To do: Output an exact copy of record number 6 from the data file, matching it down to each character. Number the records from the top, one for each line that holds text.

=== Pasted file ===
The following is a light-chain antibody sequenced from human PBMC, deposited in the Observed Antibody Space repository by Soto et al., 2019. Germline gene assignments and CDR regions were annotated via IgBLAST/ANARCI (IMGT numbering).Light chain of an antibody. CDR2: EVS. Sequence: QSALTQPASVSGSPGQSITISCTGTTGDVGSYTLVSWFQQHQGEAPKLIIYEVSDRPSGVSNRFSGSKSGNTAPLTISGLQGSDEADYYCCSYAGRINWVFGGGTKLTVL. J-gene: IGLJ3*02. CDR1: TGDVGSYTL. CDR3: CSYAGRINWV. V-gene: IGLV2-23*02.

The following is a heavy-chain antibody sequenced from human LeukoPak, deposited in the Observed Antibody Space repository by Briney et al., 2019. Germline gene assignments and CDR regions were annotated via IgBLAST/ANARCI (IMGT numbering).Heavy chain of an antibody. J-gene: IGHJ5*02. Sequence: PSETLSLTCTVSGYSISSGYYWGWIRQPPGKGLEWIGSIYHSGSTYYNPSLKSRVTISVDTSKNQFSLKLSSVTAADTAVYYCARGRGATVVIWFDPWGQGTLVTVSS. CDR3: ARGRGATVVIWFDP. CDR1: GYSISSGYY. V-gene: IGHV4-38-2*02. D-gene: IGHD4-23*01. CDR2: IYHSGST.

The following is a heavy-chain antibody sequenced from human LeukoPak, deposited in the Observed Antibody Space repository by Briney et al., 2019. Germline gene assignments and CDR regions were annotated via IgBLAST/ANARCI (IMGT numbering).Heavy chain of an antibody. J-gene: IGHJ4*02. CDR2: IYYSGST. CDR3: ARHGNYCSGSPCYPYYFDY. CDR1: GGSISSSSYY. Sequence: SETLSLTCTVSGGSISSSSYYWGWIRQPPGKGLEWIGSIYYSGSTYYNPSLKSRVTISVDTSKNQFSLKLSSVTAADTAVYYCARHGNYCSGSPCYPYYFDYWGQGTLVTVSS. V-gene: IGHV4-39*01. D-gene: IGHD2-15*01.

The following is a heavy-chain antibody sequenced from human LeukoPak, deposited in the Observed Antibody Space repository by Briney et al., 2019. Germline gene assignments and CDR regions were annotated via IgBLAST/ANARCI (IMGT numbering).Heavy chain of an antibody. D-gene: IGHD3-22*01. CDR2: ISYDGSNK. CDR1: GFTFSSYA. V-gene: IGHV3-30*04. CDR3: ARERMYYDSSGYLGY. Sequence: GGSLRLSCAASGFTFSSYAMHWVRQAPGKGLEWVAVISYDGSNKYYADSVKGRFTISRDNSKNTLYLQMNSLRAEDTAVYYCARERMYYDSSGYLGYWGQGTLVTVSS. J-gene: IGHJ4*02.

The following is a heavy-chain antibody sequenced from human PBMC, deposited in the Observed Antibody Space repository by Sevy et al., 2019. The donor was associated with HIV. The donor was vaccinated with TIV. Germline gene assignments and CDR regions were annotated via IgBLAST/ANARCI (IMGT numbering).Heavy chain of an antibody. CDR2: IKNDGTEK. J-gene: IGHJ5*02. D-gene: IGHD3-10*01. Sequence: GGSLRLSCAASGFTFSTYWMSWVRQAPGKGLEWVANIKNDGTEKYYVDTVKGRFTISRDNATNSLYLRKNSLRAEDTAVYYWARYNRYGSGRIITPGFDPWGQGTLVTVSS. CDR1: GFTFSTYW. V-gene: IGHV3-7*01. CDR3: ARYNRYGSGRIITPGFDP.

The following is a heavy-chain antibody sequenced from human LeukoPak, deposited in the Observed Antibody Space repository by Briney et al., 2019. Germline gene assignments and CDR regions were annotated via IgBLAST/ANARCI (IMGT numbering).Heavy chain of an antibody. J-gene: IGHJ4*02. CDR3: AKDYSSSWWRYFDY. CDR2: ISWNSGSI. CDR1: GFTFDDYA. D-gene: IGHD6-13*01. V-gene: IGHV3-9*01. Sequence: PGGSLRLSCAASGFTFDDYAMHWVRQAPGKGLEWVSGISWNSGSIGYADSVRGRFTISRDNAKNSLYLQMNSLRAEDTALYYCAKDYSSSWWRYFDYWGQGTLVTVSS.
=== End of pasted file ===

The following is a heavy-chain antibody sequenced from human LeukoPak, deposited in the Observed Antibody Space repository by Briney et al., 2019. Germline gene assignments and CDR regions were annotated via IgBLAST/ANARCI (IMGT numbering).Heavy chain of an antibody. J-gene: IGHJ4*02. CDR3: AKDYSSSWWRYFDY. CDR2: ISWNSGSI. CDR1: GFTFDDYA. D-gene: IGHD6-13*01. V-gene: IGHV3-9*01. Sequence: PGGSLRLSCAASGFTFDDYAMHWVRQAPGKGLEWVSGISWNSGSIGYADSVRGRFTISRDNAKNSLYLQMNSLRAEDTALYYCAKDYSSSWWRYFDYWGQGTLVTVSS.